Accusing the present board of rubber stamping everything, Prada said factors driving the rise in water rates next year are the $60 million in additional debt, a 7 percent wage hike next year for most employees and 6 percent this year, plus additional benefit costs. ”

We need to stop increasing debt, slash overhead and stop the accounting gimmickry,” he said. “I’ve previously been a CEO, CFO and COO and am used to turning around companies that are in the red. EID needs that kind of attention and that’s why I’m running.

Dr. Coco, a retired physician, said it was time EID focused on “real solutions to the $370 million debt and stop runaway rate increases”  — a long-term strategy that secures the district’s water at reasonable rates and  leaders with solid management experience to make that happen. EID’s management has managed the board for years and it is time for the board to take control, he claimed.

Touting his management experience, Coco said he previously was the chief of staff at Barton Memorial Hospital and served on several oversight committees at Marshall Medical Center.

“I was a project manager who saved hundreds of millions of dollars and increased efficiency. I can do the same as an EID director,” he promised.

“There are sewer rate increases every year. Our water rates have nearly doubled. We just had a 11 percent water rate increase and we will have another one next year. When does it stop?” he asked. “We need to get the rates under control. At best, EID has a $370 million dollar debt with one-third of every dollar paid going to service that debt. We also need to get our debt under control.”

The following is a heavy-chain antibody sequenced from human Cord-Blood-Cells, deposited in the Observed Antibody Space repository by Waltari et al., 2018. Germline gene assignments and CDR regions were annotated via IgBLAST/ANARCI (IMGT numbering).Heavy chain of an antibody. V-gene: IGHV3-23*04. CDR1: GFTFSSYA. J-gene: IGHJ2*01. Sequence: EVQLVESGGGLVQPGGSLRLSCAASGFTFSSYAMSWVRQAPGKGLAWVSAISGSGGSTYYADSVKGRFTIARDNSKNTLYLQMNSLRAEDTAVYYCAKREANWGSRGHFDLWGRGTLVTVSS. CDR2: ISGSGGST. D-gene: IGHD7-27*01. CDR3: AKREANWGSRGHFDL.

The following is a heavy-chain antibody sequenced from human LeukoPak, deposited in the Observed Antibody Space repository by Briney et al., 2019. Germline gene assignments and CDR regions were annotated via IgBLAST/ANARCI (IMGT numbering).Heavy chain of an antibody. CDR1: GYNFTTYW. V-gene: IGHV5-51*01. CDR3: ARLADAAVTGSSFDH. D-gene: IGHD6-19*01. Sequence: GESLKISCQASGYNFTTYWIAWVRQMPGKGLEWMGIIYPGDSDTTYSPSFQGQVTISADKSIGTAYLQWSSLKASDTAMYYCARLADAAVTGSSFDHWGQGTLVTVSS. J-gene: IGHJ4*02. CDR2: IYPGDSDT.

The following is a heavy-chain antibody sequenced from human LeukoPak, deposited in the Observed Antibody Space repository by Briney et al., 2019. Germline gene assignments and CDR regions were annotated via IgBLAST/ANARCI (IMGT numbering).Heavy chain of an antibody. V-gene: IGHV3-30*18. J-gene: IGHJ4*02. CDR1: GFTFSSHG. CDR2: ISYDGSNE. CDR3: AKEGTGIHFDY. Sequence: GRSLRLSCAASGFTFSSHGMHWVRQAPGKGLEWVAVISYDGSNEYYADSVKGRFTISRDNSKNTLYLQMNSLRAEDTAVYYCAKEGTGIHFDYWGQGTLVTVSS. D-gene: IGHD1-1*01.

If operating costs were brought under control it would stop escalating rate increases, he continued, adding that projects were sometimes approved and built without the benefit of a cost/benefit analysis. EID has spent money on things that might happen instead of what will happen, he claimed. He also advocated for increased efficiency in all departments saying, “I have a methodology that can solve those problems.” 

With the moderator’s questions completed, the audience chimed in. On the topic of protecting agricultural water rates, Prada noted that such users only pay one-seventeenth what others pay and there is a mismatch in rates. Coco and Flesher sidestepped the question by advocating lower rates for everyone.

Audience members also asked about salary increases. Prada said most staff got a 6 percent increase this year and will get a 7 percent increase next. Coco said there should be no salary increases for anyone as long as rates are increasing. He added that board members currently receive a monthly stipend of $1,250 for serving plus health insurance. Flesher — who said he was offended at hearing this information — promised not to accept a stipend if elected.

Asked about priorities, Flesher said EID needs to prioritize what will affect water and sewer rates. Prada responded by saying there are too many priorities and they should be limited by what the district has to spend. Coco advocated doing more than just cutting when setting priorities.

Dawn Hodson